For 800 years, St. Botolph’s Church in Hadstock, UK, had skin nailed to its front door believed to have belonged to a Viking who tried to plunder the church in the 11th century. The story is that he was caught, skinned alive, much of his flesh nailed to the door as a deterrent. It turns out these sorts of horrifying warnings have been seen in several other medieval churches in the area, including Westminster Abbey. The skin was removed from the gates long ago, but the samples were saved, prompting Cambridge University researcher Ruairidh Macleod and his colleagues to analyze it with a new mass spectrometry technique. It turns out that none of the four samples came from a human. Since ancient origins:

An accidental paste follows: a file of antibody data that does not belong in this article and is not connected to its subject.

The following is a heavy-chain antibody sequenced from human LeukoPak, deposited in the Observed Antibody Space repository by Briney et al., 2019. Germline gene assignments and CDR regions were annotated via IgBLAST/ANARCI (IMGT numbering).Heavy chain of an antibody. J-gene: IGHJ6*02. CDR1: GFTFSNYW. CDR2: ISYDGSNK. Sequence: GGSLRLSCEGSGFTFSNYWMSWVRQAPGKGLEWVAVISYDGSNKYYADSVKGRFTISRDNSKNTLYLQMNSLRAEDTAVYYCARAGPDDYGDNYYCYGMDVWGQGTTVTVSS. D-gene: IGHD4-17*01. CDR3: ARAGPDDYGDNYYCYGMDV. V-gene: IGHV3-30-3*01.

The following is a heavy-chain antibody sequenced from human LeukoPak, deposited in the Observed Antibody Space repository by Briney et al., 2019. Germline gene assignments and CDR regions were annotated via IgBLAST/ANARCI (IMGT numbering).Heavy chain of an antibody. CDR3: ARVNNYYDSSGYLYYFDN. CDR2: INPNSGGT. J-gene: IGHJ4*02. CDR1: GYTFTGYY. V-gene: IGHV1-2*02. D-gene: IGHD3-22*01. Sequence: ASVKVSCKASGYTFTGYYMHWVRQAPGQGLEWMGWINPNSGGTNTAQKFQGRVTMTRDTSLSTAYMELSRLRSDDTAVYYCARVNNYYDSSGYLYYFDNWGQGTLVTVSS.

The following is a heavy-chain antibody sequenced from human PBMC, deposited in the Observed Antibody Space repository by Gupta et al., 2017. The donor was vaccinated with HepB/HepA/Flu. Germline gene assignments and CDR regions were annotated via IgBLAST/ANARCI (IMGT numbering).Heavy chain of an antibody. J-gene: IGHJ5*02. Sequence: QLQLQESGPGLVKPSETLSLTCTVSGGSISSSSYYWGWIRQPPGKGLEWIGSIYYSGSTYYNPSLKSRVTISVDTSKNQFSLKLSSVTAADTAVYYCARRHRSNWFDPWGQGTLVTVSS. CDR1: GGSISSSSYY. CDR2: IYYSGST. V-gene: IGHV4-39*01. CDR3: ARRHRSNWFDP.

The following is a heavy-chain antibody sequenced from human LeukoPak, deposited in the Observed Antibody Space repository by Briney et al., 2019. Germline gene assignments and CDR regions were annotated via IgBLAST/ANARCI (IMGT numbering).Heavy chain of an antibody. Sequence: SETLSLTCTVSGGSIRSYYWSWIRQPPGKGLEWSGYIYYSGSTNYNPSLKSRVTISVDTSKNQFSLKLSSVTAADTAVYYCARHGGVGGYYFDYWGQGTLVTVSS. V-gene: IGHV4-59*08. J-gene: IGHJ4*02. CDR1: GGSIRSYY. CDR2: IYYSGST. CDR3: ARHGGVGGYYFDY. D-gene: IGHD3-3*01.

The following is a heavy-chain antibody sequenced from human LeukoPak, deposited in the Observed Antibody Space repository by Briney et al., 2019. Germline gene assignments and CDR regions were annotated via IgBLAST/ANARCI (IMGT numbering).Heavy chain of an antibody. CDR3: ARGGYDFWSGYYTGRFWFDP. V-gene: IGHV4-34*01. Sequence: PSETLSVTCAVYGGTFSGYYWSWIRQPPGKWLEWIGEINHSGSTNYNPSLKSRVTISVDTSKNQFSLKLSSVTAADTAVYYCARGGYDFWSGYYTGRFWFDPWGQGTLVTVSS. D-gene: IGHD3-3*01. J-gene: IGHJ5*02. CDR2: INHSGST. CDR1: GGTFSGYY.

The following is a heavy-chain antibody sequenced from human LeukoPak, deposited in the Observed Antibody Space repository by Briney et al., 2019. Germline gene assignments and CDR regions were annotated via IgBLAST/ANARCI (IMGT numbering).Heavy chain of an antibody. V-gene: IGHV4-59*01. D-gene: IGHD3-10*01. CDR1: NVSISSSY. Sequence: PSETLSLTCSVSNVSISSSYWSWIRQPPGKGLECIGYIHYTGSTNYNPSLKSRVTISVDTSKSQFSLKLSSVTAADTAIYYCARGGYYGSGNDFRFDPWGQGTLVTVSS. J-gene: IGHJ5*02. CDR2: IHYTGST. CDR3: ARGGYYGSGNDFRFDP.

Macleod and his colleagues analyzed skin fragments from the four church doors using a non-destructive technique called “Zooarchaeology by Mass Spectrometry” or MS-Zoom. Notably, the technique helped scientists choose a single Neanderthal bone from 2,300 bone fragments belonging to animals like mammoths, woolly rhinos, wolves and reindeer in Denisova Cave in Russia.
Technique reveals collagen peptide sequence in bone fragments, allowing scientists to identify which species a bone once belonged to[…]
While those at St Botolph and Westminster Abbey came from cattle, the skins at St Michael and All Angels Church belonged to a horse or donkey.